Earth Angels

Zielinski, Karen

Houses of worship honor volunteers with disabilities.

“CONGRATULATIONS to the Diocese of Toledo! It is a wonderful idea to encourage and honor people who volunteer, including people with disability. So often they are just on the receiving end and never get a chance to assist others!” said Lorraine Thal, program officer of the Religion & Disability Program for the National Organization on Disability (NOD) in Washington, D.C. Thal had high praises for the Toledo Catholic Diocese’s Open Arms Awards given out last month at Rosary Cathedral.

But unlike those benefiting from the Toledo Catholic Diocese, many of the millions of people with disabilities in the United States have spiritual needs that aren’t being met because their churches, synagogues, meetinghouses, mosques, or temples aren’t accessible to the disabled, both structurally and in attitude. Isn’t it ironic that the very thing that can help us cope with disability-our faith-should be out of our reach?

Northwest Ohio gets it when it comes to understanding the place of all people in places of worship. On Saturday, March 20, 2004, six people with disabilities were honored at the Sixth Annual Open Door Liturgy, which honored volunteers from the 19 counties’ Catholic churches. Marsha Rivas, director of Equal Access Ministry in the Diocese, coordinates the program.

“The Open Arms Awards were first given in 1999 by then director [and founder] of Equal Access Ministry, Kitty Kruse, to recognize Catholics with disabilities who are active in their parish and community,” Rivas said. “Besides recognizing deserving individuals for whom just attending Sunday Mass may be a hardship because of their disability, this award serves as an awareness opportunity for pastoral leaders from any church. When you see someone with a disability in your church, don’t think of them as an object for your parish outreach, but rather as a person with great potential for ministering themselves. Don’t overlook the unique perspective they bring to people with and without disabilities.”

Sponsored by the diocesan department of Equal Access Ministry, the Open Arms Awards honor people with disabilities who minister in their parishes and communities. Bishop Leonard Blair presented this year’s awards at Rosary Cathedral. The following individuals were recognized as outstanding volunteers.

Open Arms Award Winners

Amy Boyers hails from Wauseon, St. Caspar Parish where she teaches first-grade religion. She holds a master’s degree in special education and is employed full time by Wauseon schools in their special-education program. She is married with two daughters and was chosen Mother of the Year in 1998 by St. Caspar’s Rosary Altar Society. Amy has cerebral palsy with a mobility impairment.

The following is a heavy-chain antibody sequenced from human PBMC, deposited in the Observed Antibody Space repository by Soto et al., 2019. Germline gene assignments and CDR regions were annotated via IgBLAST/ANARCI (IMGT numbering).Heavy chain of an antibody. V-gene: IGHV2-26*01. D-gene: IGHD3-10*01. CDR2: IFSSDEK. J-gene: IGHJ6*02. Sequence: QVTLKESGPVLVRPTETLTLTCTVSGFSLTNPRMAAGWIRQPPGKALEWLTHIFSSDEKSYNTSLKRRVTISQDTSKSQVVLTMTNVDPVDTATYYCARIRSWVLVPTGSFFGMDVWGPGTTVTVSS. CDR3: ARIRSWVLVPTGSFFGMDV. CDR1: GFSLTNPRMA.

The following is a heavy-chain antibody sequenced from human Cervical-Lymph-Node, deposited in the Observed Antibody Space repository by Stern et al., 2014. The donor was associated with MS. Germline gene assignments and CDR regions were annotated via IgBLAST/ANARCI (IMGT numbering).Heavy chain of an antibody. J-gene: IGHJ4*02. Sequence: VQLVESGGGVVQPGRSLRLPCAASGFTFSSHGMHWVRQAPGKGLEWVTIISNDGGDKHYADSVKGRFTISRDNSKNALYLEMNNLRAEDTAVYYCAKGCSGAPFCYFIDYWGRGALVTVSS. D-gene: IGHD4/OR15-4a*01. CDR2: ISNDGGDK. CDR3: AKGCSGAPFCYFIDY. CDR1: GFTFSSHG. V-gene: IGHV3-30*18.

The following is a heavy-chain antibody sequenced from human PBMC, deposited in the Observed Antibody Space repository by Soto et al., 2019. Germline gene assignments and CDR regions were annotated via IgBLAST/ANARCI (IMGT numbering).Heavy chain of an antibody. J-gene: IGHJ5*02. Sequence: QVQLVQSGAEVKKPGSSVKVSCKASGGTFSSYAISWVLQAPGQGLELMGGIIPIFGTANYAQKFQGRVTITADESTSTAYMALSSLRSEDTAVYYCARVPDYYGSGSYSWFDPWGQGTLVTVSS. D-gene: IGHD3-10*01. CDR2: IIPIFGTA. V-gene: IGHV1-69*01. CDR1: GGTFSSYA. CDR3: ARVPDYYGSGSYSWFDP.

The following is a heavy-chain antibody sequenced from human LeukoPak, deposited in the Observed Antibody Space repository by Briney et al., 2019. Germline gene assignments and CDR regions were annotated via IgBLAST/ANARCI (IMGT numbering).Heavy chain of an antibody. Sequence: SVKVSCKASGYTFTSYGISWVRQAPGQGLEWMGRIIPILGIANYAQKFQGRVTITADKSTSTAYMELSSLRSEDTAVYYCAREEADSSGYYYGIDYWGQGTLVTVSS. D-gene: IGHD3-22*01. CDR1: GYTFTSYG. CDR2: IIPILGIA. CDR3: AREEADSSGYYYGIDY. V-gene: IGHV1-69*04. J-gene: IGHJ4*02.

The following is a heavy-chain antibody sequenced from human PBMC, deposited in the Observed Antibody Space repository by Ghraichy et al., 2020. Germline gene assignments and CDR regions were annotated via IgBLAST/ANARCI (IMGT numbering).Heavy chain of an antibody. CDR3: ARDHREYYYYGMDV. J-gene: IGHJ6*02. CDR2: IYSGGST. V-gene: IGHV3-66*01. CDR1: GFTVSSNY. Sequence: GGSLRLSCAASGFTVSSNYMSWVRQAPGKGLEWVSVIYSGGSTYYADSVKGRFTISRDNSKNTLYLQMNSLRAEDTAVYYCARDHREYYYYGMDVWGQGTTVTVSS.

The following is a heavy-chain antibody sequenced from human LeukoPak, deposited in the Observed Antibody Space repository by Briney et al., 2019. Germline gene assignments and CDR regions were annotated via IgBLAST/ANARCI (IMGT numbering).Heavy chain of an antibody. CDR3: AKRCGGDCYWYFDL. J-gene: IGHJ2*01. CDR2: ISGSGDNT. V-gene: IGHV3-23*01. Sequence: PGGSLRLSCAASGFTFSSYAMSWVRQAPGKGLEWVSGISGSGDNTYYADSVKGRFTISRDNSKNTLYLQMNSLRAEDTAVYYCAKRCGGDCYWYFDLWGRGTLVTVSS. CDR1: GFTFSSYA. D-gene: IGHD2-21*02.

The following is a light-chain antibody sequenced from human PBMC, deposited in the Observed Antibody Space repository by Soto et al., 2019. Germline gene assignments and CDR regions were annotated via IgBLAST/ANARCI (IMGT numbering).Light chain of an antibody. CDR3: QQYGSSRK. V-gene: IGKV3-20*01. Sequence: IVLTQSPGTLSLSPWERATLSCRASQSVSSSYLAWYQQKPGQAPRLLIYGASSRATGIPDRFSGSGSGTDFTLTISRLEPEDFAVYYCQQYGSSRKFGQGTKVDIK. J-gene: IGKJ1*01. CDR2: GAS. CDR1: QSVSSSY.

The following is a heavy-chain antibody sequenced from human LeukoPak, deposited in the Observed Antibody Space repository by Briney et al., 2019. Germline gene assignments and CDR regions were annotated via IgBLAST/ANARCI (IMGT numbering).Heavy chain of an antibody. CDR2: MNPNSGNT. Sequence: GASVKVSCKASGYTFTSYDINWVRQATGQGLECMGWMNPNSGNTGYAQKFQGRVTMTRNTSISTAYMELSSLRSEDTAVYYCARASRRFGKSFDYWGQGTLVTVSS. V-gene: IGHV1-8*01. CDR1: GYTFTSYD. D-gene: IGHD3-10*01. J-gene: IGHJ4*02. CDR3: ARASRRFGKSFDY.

Leroy Coleman serves on the pastoral council and bereavement committee at his parish, Tiffin, St. Mary. He also serves as a lector and Eucharistic minister and helps with the parish festival and bingo. Leroy visits elderly parishoners in their homes and nursing facilities. He has coached baseball for Tiffin Calvert High School and little league baseball for the city of Tiffin. Leroy walks with a prosthesis after his leg was amputated while serving during the Vietnam War.

From Toledo, St. Pius X Parish, Ann Couturier has served on the pastoral council for St. Pius and sponsored youths preparing for confirmation and adults preparing to be received in full communion in the Catholic faith. Ann holds two jobs: She’s employed full time by Medical Mutual of Ohio and part time by Target Stores. In her spare time she serves as vice-president for the local chapter of the Heartlanders of Little People of America, Inc. Ann was born with achondroplasia dwarfism.

Cathy Manghelli is a choir member and cantor at Lima, St. John the Evangelist. She also sings in the Lima Civic Chorus. She has served on the pastoral council at St. John’s as well as director of Adult Education. Cathy also served as a spiritual life coordinator, directing retreats for St. John and St. Rose parishes. She has been the department chair of English at Lima Central Catholic High School since 1971 and teaches a satellite English course at Lima Central Catholic for Lourdes College. Cathy was born blind.

A member of Immaculate Conception Parish in Bellevue, Brian Roth was nominated for the Open Arms Award by his pastor, Rev. Keith Stripe. Brian is a student at Bellevue High School and attends Sunday Mass faithfully. He also attends religious education classes at Immaculate Conception, participates in the youth ministry program, and serves as a greeter at Mass, bringing encouragement and playfulness to young and old parishioners. Brian was born with cerebral palsy.